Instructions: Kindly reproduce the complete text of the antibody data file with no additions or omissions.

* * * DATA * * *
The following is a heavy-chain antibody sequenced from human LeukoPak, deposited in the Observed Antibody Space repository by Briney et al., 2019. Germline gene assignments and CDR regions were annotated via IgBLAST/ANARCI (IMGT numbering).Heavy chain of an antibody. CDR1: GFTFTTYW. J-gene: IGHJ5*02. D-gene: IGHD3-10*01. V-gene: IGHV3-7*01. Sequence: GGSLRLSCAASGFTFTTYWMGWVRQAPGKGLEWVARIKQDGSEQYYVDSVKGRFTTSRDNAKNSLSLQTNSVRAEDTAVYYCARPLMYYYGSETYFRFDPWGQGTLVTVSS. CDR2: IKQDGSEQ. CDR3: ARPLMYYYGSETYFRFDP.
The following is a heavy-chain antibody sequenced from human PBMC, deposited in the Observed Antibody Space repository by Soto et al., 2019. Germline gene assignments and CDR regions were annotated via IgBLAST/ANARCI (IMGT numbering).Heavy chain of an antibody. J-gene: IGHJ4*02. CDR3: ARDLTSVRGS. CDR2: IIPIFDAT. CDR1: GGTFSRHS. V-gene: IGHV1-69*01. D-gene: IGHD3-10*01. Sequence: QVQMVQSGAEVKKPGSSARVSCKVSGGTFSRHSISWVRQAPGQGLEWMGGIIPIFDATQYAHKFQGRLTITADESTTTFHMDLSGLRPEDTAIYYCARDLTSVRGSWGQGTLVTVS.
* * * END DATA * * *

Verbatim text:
The following is a heavy-chain antibody sequenced from human LeukoPak, deposited in the Observed Antibody Space repository by Briney et al., 2019. Germline gene assignments and CDR regions were annotated via IgBLAST/ANARCI (IMGT numbering).Heavy chain of an antibody. CDR1: GFTFTTYW. J-gene: IGHJ5*02. D-gene: IGHD3-10*01. V-gene: IGHV3-7*01. Sequence: GGSLRLSCAASGFTFTTYWMGWVRQAPGKGLEWVARIKQDGSEQYYVDSVKGRFTTSRDNAKNSLSLQTNSVRAEDTAVYYCARPLMYYYGSETYFRFDPWGQGTLVTVSS. CDR2: IKQDGSEQ. CDR3: ARPLMYYYGSETYFRFDP.
The following is a heavy-chain antibody sequenced from human PBMC, deposited in the Observed Antibody Space repository by Soto et al., 2019. Germline gene assignments and CDR regions were annotated via IgBLAST/ANARCI (IMGT numbering).Heavy chain of an antibody. J-gene: IGHJ4*02. CDR3: ARDLTSVRGS. CDR2: IIPIFDAT. CDR1: GGTFSRHS. V-gene: IGHV1-69*01. D-gene: IGHD3-10*01. Sequence: QVQMVQSGAEVKKPGSSARVSCKVSGGTFSRHSISWVRQAPGQGLEWMGGIIPIFDATQYAHKFQGRLTITADESTTTFHMDLSGLRPEDTAIYYCARDLTSVRGSWGQGTLVTVS.